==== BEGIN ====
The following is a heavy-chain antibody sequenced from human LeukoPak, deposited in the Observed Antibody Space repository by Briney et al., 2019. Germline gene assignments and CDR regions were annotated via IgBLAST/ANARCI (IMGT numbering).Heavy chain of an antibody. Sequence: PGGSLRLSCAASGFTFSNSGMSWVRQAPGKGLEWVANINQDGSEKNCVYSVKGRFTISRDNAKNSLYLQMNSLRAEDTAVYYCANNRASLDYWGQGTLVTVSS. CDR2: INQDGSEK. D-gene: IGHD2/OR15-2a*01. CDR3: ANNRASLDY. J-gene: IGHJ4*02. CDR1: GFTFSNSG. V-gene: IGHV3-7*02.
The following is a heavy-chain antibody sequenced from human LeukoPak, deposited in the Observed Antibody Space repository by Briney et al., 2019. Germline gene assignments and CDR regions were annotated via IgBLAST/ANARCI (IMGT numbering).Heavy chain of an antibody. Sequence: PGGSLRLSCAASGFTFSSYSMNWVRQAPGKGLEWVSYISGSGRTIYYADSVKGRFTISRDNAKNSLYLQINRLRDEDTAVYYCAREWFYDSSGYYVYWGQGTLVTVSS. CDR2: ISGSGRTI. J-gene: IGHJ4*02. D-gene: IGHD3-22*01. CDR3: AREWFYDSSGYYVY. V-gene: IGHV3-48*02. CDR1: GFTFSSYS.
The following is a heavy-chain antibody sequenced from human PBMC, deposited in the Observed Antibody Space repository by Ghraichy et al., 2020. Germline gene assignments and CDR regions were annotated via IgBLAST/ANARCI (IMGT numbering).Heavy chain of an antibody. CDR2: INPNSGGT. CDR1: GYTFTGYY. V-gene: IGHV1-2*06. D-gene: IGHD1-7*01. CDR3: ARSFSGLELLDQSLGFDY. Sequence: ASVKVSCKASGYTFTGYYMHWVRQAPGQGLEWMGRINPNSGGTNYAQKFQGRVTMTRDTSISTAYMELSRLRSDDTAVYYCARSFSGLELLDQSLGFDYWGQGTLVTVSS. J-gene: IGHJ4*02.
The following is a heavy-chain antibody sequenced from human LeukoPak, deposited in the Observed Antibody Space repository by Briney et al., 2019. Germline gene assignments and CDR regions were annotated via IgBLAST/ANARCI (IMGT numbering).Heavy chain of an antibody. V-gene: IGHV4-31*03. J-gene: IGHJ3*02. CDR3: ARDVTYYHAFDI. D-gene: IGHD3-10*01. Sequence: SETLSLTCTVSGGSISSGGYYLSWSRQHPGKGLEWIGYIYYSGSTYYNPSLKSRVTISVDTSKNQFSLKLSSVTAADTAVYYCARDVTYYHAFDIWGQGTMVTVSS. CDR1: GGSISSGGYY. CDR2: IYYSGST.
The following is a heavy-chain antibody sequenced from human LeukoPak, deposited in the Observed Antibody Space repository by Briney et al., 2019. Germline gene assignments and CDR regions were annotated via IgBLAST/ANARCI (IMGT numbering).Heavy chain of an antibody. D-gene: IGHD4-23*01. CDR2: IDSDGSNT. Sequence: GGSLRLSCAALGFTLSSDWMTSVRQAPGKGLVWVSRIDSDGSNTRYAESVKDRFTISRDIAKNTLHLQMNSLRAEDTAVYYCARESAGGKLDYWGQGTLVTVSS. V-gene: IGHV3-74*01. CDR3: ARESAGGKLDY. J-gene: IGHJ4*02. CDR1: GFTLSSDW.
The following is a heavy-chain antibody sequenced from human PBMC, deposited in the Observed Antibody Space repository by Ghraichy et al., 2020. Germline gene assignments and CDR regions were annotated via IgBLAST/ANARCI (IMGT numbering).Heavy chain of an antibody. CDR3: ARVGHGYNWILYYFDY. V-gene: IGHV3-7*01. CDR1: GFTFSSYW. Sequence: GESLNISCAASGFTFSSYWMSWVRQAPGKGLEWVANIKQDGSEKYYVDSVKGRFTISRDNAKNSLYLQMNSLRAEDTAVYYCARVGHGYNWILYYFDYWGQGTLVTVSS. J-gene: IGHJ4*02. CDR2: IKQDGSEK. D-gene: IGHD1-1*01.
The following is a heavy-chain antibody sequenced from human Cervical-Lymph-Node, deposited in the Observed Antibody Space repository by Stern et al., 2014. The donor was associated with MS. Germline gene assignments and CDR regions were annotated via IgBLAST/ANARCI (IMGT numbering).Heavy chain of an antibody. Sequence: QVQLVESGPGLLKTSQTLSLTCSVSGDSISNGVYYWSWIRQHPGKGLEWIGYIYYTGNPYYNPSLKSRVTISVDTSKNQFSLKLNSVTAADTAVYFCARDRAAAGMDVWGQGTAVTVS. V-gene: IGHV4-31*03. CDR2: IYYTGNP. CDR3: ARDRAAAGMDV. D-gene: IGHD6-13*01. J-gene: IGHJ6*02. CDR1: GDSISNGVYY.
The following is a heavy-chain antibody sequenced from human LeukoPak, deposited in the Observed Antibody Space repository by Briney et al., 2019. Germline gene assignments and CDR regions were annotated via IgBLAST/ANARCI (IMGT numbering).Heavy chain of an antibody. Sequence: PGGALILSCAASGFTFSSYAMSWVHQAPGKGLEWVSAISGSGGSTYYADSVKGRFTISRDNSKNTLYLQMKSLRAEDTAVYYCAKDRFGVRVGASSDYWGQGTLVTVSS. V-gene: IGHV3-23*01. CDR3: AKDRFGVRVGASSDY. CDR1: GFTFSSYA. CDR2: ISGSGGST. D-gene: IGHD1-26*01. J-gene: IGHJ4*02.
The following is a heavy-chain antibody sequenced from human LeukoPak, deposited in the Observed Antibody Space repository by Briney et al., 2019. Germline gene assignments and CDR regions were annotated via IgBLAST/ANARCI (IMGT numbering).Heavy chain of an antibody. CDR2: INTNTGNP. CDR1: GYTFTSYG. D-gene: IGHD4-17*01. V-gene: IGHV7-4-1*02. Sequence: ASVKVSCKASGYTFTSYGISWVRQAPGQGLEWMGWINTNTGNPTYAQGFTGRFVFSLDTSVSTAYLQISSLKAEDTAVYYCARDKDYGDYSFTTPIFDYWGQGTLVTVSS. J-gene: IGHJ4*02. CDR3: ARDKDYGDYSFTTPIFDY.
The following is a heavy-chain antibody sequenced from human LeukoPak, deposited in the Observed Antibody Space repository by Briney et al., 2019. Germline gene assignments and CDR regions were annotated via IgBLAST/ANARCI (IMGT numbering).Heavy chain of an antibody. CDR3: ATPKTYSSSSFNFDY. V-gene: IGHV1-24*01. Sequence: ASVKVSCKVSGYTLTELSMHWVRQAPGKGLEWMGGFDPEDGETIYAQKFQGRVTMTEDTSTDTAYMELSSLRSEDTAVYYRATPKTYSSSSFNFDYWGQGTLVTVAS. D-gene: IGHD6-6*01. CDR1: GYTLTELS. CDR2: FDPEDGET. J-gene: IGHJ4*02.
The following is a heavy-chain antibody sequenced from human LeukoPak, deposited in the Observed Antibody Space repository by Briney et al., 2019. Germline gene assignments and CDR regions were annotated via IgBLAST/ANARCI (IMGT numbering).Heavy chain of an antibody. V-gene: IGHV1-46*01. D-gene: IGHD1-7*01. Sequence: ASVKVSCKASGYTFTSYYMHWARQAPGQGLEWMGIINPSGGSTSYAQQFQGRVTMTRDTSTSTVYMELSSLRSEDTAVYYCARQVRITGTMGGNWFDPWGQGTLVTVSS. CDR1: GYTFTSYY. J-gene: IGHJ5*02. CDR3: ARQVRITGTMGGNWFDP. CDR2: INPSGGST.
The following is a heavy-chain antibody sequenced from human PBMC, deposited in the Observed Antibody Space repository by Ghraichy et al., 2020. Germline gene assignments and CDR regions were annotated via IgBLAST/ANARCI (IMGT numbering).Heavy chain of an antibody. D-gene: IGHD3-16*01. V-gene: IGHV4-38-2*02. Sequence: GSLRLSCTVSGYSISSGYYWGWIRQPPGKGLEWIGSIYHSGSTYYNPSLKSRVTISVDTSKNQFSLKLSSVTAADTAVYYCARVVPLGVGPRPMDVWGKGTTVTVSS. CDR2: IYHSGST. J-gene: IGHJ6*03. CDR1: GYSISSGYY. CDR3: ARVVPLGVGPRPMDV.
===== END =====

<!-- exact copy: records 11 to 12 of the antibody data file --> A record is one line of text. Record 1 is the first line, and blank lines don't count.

The following is a heavy-chain antibody sequenced from human LeukoPak, deposited in the Observed Antibody Space repository by Briney et al., 2019. Germline gene assignments and CDR regions were annotated via IgBLAST/ANARCI (IMGT numbering).Heavy chain of an antibody. V-gene: IGHV1-46*01. D-gene: IGHD1-7*01. Sequence: ASVKVSCKASGYTFTSYYMHWARQAPGQGLEWMGIINPSGGSTSYAQQFQGRVTMTRDTSTSTVYMELSSLRSEDTAVYYCARQVRITGTMGGNWFDPWGQGTLVTVSS. CDR1: GYTFTSYY. J-gene: IGHJ5*02. CDR3: ARQVRITGTMGGNWFDP. CDR2: INPSGGST.
The following is a heavy-chain antibody sequenced from human PBMC, deposited in the Observed Antibody Space repository by Ghraichy et al., 2020. Germline gene assignments and CDR regions were annotated via IgBLAST/ANARCI (IMGT numbering).Heavy chain of an antibody. D-gene: IGHD3-16*01. V-gene: IGHV4-38-2*02. Sequence: GSLRLSCTVSGYSISSGYYWGWIRQPPGKGLEWIGSIYHSGSTYYNPSLKSRVTISVDTSKNQFSLKLSSVTAADTAVYYCARVVPLGVGPRPMDVWGKGTTVTVSS. CDR2: IYHSGST. J-gene: IGHJ6*03. CDR1: GYSISSGYY. CDR3: ARVVPLGVGPRPMDV.